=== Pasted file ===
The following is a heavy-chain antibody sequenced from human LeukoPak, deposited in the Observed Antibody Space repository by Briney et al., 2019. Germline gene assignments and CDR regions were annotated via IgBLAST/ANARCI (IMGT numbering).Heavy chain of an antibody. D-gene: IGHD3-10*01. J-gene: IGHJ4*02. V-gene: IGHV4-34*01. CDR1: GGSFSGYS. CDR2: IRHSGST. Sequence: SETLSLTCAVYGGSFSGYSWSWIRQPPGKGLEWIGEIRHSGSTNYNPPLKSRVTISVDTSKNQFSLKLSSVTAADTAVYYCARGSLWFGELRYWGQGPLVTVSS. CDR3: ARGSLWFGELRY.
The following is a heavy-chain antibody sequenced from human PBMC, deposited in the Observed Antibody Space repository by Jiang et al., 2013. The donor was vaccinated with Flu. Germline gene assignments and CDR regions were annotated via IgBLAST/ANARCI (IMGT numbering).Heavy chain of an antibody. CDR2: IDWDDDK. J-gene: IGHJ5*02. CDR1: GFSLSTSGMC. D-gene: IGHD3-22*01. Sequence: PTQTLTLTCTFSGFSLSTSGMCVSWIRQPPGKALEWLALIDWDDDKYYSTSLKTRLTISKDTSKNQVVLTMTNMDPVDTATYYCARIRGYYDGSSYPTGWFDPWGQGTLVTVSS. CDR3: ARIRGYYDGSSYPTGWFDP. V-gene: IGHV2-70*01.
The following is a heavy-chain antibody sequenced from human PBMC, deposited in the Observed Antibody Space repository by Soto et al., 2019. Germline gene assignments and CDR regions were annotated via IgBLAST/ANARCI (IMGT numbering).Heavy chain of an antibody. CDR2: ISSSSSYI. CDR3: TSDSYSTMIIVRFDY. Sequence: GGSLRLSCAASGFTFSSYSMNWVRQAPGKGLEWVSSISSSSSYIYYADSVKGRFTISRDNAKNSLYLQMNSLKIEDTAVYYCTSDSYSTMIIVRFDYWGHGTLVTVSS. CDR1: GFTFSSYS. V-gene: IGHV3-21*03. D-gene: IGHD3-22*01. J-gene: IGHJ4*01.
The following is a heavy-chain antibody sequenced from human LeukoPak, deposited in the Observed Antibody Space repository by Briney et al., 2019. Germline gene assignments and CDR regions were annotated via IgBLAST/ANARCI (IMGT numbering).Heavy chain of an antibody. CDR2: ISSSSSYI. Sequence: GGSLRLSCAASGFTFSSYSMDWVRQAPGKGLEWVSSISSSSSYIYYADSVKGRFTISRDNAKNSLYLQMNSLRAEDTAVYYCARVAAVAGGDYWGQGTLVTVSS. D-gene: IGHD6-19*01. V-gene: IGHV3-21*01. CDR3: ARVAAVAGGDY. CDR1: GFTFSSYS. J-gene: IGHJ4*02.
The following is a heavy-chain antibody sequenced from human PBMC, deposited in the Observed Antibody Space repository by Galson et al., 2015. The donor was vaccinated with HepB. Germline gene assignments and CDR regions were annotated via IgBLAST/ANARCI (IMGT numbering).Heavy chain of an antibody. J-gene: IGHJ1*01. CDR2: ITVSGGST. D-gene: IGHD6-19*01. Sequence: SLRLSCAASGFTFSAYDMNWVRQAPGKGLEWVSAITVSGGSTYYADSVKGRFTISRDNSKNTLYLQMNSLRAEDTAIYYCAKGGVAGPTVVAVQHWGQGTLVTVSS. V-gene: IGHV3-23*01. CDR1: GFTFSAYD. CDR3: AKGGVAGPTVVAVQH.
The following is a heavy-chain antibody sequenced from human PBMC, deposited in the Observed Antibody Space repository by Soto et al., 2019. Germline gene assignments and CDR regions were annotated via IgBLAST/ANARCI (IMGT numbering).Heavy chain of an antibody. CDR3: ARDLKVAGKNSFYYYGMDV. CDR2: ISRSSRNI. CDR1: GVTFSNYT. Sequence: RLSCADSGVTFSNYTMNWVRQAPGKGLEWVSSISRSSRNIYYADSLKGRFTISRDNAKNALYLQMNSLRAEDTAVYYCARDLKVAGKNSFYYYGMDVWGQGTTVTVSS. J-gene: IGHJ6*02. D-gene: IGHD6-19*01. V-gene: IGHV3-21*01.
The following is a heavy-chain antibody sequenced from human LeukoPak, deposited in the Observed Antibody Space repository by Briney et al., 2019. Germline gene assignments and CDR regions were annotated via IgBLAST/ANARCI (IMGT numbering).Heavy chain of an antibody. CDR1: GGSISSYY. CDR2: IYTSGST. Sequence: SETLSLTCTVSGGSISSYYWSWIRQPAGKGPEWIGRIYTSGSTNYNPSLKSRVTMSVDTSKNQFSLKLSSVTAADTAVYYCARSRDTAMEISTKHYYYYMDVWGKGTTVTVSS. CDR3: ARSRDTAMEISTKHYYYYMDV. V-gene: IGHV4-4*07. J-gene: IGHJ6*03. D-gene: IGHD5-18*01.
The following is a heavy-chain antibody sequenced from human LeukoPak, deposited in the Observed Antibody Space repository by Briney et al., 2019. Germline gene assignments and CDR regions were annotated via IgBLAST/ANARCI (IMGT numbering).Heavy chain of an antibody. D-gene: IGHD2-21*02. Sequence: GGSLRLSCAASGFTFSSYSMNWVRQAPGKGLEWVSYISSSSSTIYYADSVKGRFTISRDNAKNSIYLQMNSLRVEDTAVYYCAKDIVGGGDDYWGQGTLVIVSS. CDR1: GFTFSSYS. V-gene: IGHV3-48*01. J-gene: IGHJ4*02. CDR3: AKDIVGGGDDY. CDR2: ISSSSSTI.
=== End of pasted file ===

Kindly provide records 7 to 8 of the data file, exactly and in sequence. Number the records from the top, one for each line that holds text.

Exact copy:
The following is a heavy-chain antibody sequenced from human LeukoPak, deposited in the Observed Antibody Space repository by Briney et al., 2019. Germline gene assignments and CDR regions were annotated via IgBLAST/ANARCI (IMGT numbering).Heavy chain of an antibody. CDR1: GGSISSYY. CDR2: IYTSGST. Sequence: SETLSLTCTVSGGSISSYYWSWIRQPAGKGPEWIGRIYTSGSTNYNPSLKSRVTMSVDTSKNQFSLKLSSVTAADTAVYYCARSRDTAMEISTKHYYYYMDVWGKGTTVTVSS. CDR3: ARSRDTAMEISTKHYYYYMDV. V-gene: IGHV4-4*07. J-gene: IGHJ6*03. D-gene: IGHD5-18*01.
The following is a heavy-chain antibody sequenced from human LeukoPak, deposited in the Observed Antibody Space repository by Briney et al., 2019. Germline gene assignments and CDR regions were annotated via IgBLAST/ANARCI (IMGT numbering).Heavy chain of an antibody. D-gene: IGHD2-21*02. Sequence: GGSLRLSCAASGFTFSSYSMNWVRQAPGKGLEWVSYISSSSSTIYYADSVKGRFTISRDNAKNSIYLQMNSLRVEDTAVYYCAKDIVGGGDDYWGQGTLVIVSS. CDR1: GFTFSSYS. V-gene: IGHV3-48*01. J-gene: IGHJ4*02. CDR3: AKDIVGGGDDY. CDR2: ISSSSSTI.